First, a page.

Source: Times Leader / Paul Sokoloski – Click for more information on Paul
The words still weigh on Tyler Austin, as if they were spoken yesterday.
He was a high school senior with a bright baseball future ahead of him when he noticed an abnormal lump.
He went to get checked. And he was told he had testicular cancer.
”It was tough going for me,” Austin said. “It’s shocking, to get told that news as a 17-year-old. I try not to think about it.
“It was a tough time in my life.”
These days, he lets his bat do most of the talking.
As a rising star in the New York Yankees organization, Austin already has 12 homers, 19 doubles, 41 RBI and leads the team with a .312 batting average during his second Triple-A season with the Scranton/Wilkes-Barre RailRiders.
It’s a season that may not have happened if Austin had ignored the warning signs, as testicular cancer can be life-threatening.
It can also be overcome.
Another former Yankees top prospect, Mike Lowell, went on to have a long and successful major league career with the Boston Red Sox and Florida Marlins and professional cyclist Lance Armstrong — despite later having his reputation tarnished by admitting he used performance-enhancing drugs — raised cancer awareness around the globe by winning seven Tour de France titles.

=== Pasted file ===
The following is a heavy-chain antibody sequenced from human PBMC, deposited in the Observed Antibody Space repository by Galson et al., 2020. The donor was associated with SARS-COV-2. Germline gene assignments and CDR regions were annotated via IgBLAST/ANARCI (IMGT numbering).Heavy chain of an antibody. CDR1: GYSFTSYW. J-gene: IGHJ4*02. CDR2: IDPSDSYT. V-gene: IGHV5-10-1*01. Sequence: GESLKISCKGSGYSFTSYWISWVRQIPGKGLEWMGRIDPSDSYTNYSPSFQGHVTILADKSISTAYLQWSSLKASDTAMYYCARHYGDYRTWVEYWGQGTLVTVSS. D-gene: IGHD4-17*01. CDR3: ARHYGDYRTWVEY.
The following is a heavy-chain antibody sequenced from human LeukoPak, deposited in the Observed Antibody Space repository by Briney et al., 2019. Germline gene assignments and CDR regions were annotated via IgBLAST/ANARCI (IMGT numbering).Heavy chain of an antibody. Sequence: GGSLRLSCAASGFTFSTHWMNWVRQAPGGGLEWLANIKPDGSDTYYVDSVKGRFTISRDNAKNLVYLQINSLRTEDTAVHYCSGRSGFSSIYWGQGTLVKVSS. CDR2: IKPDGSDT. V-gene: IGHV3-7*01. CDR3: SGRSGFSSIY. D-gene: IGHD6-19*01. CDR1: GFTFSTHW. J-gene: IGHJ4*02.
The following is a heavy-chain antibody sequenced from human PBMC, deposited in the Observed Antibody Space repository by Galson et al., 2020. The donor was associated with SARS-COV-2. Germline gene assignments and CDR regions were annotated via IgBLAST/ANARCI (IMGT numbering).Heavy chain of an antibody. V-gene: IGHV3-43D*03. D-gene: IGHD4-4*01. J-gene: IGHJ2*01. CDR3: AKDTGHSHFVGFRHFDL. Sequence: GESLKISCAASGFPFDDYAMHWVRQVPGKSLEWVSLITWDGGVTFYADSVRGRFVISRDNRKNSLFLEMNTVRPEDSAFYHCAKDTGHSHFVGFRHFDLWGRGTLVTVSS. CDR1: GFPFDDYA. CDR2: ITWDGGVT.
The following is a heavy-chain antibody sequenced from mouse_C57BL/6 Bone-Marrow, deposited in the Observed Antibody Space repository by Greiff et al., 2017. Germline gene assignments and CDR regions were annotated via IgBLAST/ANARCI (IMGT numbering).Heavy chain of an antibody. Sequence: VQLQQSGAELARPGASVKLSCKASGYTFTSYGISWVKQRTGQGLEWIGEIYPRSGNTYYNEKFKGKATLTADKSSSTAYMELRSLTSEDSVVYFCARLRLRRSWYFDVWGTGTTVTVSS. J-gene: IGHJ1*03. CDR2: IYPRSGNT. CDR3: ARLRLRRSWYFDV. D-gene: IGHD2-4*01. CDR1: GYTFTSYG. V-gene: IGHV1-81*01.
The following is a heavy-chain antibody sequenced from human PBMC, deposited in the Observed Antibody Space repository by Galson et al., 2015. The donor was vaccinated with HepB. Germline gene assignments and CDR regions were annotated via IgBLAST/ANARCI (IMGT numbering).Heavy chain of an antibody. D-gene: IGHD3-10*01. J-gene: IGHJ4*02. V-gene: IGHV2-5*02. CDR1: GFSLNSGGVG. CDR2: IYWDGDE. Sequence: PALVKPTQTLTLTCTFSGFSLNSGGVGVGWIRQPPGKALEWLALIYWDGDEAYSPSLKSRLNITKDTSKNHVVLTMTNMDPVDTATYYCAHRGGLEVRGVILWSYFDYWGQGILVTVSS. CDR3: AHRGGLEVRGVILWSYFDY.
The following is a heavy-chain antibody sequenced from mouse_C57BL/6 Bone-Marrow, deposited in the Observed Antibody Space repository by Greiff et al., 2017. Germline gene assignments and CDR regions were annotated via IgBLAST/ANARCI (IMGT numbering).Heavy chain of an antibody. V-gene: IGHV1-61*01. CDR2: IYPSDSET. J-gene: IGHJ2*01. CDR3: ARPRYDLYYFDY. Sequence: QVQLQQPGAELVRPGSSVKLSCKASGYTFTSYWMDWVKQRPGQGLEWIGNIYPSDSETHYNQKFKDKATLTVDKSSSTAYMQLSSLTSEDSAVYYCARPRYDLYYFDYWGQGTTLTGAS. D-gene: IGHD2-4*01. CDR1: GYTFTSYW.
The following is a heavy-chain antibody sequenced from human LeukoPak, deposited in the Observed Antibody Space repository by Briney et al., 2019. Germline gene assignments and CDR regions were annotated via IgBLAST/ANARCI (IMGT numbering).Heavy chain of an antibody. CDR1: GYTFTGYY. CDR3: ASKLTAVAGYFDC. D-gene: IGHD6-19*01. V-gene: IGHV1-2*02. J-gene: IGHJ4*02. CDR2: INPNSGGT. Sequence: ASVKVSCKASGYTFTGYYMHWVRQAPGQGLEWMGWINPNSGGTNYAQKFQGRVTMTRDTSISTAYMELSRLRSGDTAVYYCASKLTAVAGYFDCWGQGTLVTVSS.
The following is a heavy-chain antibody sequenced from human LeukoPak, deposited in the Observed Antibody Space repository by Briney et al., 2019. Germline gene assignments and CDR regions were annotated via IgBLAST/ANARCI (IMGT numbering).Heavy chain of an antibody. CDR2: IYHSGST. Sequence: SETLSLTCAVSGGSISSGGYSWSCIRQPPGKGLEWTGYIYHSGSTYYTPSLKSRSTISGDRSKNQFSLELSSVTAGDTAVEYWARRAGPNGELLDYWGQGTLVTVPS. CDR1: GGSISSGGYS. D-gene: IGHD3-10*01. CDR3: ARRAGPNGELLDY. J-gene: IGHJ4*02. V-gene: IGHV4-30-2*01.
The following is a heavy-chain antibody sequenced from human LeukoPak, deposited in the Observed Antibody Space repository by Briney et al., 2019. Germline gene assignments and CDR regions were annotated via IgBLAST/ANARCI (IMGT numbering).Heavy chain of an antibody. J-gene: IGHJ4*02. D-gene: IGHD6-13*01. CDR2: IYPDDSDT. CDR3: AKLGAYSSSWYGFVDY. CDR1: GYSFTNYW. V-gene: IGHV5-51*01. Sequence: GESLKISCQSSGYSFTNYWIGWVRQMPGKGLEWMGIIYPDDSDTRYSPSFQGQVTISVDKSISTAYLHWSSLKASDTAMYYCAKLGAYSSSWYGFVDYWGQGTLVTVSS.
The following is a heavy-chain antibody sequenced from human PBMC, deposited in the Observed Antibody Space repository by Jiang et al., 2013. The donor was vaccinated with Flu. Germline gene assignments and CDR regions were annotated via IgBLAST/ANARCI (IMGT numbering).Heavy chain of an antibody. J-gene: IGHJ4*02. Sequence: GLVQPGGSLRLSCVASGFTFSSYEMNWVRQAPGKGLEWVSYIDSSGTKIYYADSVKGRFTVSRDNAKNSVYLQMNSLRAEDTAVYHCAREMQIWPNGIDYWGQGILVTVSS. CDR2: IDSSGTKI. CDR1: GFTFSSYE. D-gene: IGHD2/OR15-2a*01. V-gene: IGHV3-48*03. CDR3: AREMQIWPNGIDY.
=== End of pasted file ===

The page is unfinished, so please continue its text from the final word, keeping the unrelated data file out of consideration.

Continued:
Austin just wanted a shot to make a mark in the minor leagues.
Regarded as one of the top players in his native Georgia, Austin was diagnosed with cancer just before the 2010 Amateur Baseball Draft.
But the way he saw it, that was just one strike against him.
Austin underwent successful surgery to remove the tumor and played in a high school showcase game just a week after undergoing the surgery.
The Yankees drafted Austin in the 13th round and he’s remained cancer-free ever since.
But the ordeal helped mold him.
Austin is quick to sign autographs and chat up fans while quickly becoming one of the team’s most popular players.